Entries categorized "Alternative treatments" Feed

...Nancy had spent years in therapy learning to cope with her childhood issues. Through hard work, she learned to forgive her father for his lack of involvement and the fact that he didn’t put a stop to the abuse her mother doled out. She’d learned that Read more →


...Few of us like to consider the fact that our parents will die, but nothing will change this truth. In actuality, avoiding end-of-life discussions and failing to help aging loved ones prepare for this inevitability can make the whole experience more difficult Read more →


...Some of the cuts you make are obvious. If you’ve been volunteering significant time to a fun project, but it’s not one of your life’s priorities, you may need to take a break. Other relationships aren’t so easily altered, so hurt feelings — and even marriage problems — can arise. First Read more →


...Avoid a confrontational tone or attitude. In fact, you might find it helpful to talk more generally about what’s going on in their life and maybe even in yours. Once establishing some level of comfort, try to find out what is behind this lack Read more →


When people have dementia, much of the learned behavior toward food safety may be forgotten. They'll do what comes naturally. It may not have bothered you when your teenage son drank milk from the carton, but somehow seeing your mother do the same can be upsetting. Licking peanut butter off of a knife Read more →


Not Everyone Is Cut Out to Be a Caregiver

...Just because someone decides against personally providing total care to a loved one doesn’t necessarily constitute indifference or abandonment. Many will visit, arrange other sources of care, handle financial issues, monitor their parents’ health and advocate for them. In actuality, they are providing a degree of care, Read more →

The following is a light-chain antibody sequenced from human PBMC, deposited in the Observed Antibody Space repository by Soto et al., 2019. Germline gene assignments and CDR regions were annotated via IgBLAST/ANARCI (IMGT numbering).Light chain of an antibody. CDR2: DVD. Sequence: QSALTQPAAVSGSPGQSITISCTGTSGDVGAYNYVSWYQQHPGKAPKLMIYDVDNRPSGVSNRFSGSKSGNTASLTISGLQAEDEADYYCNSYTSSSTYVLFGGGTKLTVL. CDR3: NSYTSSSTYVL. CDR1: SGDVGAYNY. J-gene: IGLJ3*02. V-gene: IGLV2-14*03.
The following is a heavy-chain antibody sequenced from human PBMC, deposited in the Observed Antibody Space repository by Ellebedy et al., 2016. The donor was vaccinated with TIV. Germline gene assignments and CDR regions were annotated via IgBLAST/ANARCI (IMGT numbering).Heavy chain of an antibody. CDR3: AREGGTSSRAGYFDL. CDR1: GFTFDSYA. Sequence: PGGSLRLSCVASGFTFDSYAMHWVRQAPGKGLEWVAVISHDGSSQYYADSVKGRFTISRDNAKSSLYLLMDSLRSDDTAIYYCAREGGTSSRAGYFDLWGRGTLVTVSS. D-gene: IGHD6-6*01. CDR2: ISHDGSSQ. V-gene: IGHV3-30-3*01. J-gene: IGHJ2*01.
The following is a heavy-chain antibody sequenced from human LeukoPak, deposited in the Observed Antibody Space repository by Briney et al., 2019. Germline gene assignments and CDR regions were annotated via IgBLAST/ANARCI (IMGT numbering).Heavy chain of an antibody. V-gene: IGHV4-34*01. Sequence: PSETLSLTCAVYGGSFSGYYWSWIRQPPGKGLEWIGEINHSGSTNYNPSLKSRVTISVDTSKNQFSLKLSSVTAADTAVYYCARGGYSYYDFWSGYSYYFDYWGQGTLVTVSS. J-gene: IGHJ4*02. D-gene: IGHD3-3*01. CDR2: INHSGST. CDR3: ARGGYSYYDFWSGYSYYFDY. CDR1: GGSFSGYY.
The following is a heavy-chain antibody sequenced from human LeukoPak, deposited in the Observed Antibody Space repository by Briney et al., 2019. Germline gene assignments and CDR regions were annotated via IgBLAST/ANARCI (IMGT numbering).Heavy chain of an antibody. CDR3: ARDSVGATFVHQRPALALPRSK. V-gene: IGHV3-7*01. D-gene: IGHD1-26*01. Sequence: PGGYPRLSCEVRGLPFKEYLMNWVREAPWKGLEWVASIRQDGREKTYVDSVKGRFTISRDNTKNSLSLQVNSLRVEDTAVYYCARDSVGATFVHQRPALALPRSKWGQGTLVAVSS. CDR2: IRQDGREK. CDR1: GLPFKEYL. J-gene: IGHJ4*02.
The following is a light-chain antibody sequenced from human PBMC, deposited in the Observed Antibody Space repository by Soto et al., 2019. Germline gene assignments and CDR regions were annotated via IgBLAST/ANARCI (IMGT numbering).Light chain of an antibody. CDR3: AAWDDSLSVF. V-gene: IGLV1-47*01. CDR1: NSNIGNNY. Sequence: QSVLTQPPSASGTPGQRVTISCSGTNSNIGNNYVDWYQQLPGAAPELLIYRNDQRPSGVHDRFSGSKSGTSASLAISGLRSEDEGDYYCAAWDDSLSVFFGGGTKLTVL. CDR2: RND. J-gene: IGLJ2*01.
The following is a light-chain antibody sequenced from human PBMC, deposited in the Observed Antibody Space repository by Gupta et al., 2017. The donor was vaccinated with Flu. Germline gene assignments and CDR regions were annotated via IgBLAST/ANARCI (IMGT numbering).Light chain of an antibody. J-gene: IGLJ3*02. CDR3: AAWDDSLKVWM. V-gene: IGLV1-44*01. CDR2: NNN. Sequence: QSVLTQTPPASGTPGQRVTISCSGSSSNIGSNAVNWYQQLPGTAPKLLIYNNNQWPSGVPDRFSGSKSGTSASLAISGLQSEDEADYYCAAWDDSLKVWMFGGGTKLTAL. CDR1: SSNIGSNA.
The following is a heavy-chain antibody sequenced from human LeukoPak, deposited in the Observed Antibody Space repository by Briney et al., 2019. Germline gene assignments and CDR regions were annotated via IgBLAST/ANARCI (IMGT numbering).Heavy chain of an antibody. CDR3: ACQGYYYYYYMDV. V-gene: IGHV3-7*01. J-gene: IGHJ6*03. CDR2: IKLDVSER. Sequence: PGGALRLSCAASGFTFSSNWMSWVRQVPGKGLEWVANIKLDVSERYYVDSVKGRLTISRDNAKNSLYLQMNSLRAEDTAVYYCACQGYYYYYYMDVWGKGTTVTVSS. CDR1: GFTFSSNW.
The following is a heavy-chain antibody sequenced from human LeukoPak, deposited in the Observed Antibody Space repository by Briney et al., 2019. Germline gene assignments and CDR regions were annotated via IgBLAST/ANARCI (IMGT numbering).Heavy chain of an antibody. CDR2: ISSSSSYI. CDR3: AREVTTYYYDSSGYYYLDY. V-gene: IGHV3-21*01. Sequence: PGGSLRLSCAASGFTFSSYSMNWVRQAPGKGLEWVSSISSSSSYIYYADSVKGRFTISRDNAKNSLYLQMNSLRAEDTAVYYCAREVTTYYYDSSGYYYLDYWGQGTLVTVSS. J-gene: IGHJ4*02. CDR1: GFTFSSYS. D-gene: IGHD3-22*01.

...Delusions are another type of false beliefs that can present in elders with Alzheimer’s disease and other forms of dementia. Unlike confabulations, which are related to memory recall, delusions tend to affect multiple aspects of a dementia Read more →


...Here’s another puzzler. My mother-in-law, Alice, was in a care facility, where she’d flourished despite her dementia progressing in the sad way that it does. But then, Alice took a turn for the worse when came down with pneumonia. She was given antibiotics, Read more →


...Understand that hospice is simply care that helps a dying person live his or her last months as pain-free as possible, and when possible, in a way that is meaningful to them. You and a hospice chaplain or other support person can explain to the ill person Read more →


Dear ME: I'm deeply sorry about both of your losses. As you mentioned, my family experienced the deaths of both of our parents close together, as well. We had five months separating them, so we had a little more time to adjust... Read more →